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Going With the Flow

One

Years ago, when I surfed, I was seduced by an empty ocean and paddled out to surf on water that was rowdy, powerful, and dangerous. After fighting to get out of the crash zone, getting hammered by waves much larger and more powerful than they looked, I knew I was not equipped to be out in the water. I don’t remember exactly, but I probably panicked and went in too quickly rather than watching and waiting for a break. I caught a wave, wiped out, and got held under as a big set of waves rolled in.

There was churning and crashing above me, but I simply felt my body relax and spin somersault after somersault after somersault… effortlessly, slowly, rhythmically. As the set passed, I was released. Opening my eyes to orient towards light and air, I surged through the water to the surface. There was a gap in the waves and I pulled the leash until my surfboard was under me and paddled back to the sand.

I was lucky to be alive, I suppose, lucky that my instinct was to relax and not fight the ocean, that I trusted that instinct completely.

Oahu.
I thought of these islands as the dog and the porpoise.

Two

A few weeks ago, I had my final meeting with a manager at work who was quitting her job. She offered me the unsolicited advice “to ask for more, don’t just go with the flow.” She was being kind, but even if I wanted to be a person who makes demands of the world, going with the flow isn’t really optional.

With awareness and sensitivity one can learn to move with ease in the world, dive into the rapids or eddy out for a while to enjoy the view. I don’t have any interest in drowning in goals, fears, or a sense of importance, and honestly, I doubt I could muster the motivation.

Three

Visiting Hawaii last week, when Lisa suggested we go for an adventurous mountain hike, I, of course, said yes. In what turned out to be a full-body effort, climbing 3500 feet in 3.5 miles, using “ropes” (some webbing, some frayed, some crafted from knotted telephone wire!), we hoisted and lowered ourselves up and down boulders And steep roots on a knife-edged ridge just a tad wider than the trail and dropping off on both sides to the bottom of the ravines below. When I started to indulge in fearful thoughts about exposure and the climb down, Lisa pushed ahead and left me to sort it out.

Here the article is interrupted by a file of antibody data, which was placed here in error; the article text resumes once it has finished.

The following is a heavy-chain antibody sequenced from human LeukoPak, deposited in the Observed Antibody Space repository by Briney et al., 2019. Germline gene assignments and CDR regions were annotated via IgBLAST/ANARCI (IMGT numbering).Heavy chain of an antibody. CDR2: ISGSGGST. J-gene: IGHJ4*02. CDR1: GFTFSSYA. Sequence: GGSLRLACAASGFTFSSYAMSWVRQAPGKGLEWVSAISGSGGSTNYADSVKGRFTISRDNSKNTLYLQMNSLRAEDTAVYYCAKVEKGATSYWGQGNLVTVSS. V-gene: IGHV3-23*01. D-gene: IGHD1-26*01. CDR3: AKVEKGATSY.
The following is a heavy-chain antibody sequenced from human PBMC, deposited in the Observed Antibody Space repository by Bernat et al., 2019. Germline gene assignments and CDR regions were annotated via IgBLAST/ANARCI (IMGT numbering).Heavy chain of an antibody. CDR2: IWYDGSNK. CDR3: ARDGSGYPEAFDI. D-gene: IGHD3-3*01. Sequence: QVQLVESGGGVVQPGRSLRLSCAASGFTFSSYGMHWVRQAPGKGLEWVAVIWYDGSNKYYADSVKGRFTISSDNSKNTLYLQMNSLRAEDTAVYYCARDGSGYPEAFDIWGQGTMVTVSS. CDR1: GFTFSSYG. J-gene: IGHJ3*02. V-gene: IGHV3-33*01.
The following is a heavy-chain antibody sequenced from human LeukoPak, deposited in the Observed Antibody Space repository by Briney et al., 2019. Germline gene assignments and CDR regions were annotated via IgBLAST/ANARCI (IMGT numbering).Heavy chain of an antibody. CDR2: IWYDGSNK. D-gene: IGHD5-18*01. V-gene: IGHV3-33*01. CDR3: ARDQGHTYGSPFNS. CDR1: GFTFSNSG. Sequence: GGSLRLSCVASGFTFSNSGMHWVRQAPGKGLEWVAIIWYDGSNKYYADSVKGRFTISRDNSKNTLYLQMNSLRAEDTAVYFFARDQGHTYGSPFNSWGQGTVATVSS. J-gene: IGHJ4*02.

Magical bog forest at the top of Mt. Ka'ala
The magical bog forest at the top of Mt. Ka’ala.

The top of the mountain revealed itself to be a magical bog of native Hawaiian plants, carefully guarded by fencing (to keep out feral pigs) and an elevated walkway. We moved slowly and reverently, admiring a world entirely different from the jungle we had traveled through and a place that neither one of us had expected to find. This was not a hike for epic views (though we had those, as well) but for finding tiny plants, trees wrapped in mossy pillows, and listening to birds filling up space with their songs.

The hike down was quick and not scary after all, just more work for the arms.

Native plants on mt. Ka'Ala
One of the many beautiful plants on Mt. Ka’ala.

Four

Without the burden of expectations, I can leave for a run in the dark and see the beauty in an overcast sky rather than be disappointed at the lack of a glorious sunrise. I can show up to work and be appreciative of the kind people around me rather than bitter at not having a larger paycheck. And I can bob in the ocean, drink a beer on the beach, and call it a successful day because of everything that I learned about the color of the waves. Going with the flow is where it’s at.

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